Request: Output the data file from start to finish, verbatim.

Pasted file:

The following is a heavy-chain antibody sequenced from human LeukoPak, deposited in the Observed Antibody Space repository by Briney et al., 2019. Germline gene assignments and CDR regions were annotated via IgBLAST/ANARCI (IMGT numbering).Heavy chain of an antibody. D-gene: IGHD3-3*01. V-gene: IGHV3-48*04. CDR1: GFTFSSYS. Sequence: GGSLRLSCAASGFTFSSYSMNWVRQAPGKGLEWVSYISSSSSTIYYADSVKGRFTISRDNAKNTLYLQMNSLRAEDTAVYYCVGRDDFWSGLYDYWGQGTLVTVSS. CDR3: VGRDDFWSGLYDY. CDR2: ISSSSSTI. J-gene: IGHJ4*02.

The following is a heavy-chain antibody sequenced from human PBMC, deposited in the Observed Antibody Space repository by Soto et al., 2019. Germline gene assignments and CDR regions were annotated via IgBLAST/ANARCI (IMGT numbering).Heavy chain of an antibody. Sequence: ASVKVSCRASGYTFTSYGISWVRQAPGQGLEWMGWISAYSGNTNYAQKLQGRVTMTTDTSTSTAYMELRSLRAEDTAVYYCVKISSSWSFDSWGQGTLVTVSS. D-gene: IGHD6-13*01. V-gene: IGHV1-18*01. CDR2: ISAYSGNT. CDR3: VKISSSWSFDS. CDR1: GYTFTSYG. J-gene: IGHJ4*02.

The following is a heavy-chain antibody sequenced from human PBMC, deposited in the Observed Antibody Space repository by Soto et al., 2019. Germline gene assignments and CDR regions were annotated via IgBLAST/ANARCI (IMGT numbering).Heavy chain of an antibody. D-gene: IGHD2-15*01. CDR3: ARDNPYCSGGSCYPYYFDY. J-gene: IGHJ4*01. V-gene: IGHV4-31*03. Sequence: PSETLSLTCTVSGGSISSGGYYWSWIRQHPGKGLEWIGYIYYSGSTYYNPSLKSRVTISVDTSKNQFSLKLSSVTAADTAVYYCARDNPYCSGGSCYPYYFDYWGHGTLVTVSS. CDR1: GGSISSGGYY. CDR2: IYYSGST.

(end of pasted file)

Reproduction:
The following is a heavy-chain antibody sequenced from human LeukoPak, deposited in the Observed Antibody Space repository by Briney et al., 2019. Germline gene assignments and CDR regions were annotated via IgBLAST/ANARCI (IMGT numbering).Heavy chain of an antibody. D-gene: IGHD3-3*01. V-gene: IGHV3-48*04. CDR1: GFTFSSYS. Sequence: GGSLRLSCAASGFTFSSYSMNWVRQAPGKGLEWVSYISSSSSTIYYADSVKGRFTISRDNAKNTLYLQMNSLRAEDTAVYYCVGRDDFWSGLYDYWGQGTLVTVSS. CDR3: VGRDDFWSGLYDY. CDR2: ISSSSSTI. J-gene: IGHJ4*02.

The following is a heavy-chain antibody sequenced from human PBMC, deposited in the Observed Antibody Space repository by Soto et al., 2019. Germline gene assignments and CDR regions were annotated via IgBLAST/ANARCI (IMGT numbering).Heavy chain of an antibody. Sequence: ASVKVSCRASGYTFTSYGISWVRQAPGQGLEWMGWISAYSGNTNYAQKLQGRVTMTTDTSTSTAYMELRSLRAEDTAVYYCVKISSSWSFDSWGQGTLVTVSS. D-gene: IGHD6-13*01. V-gene: IGHV1-18*01. CDR2: ISAYSGNT. CDR3: VKISSSWSFDS. CDR1: GYTFTSYG. J-gene: IGHJ4*02.

The following is a heavy-chain antibody sequenced from human PBMC, deposited in the Observed Antibody Space repository by Soto et al., 2019. Germline gene assignments and CDR regions were annotated via IgBLAST/ANARCI (IMGT numbering).Heavy chain of an antibody. D-gene: IGHD2-15*01. CDR3: ARDNPYCSGGSCYPYYFDY. J-gene: IGHJ4*01. V-gene: IGHV4-31*03. Sequence: PSETLSLTCTVSGGSISSGGYYWSWIRQHPGKGLEWIGYIYYSGSTYYNPSLKSRVTISVDTSKNQFSLKLSSVTAADTAVYYCARDNPYCSGGSCYPYYFDYWGHGTLVTVSS. CDR1: GGSISSGGYY. CDR2: IYYSGST.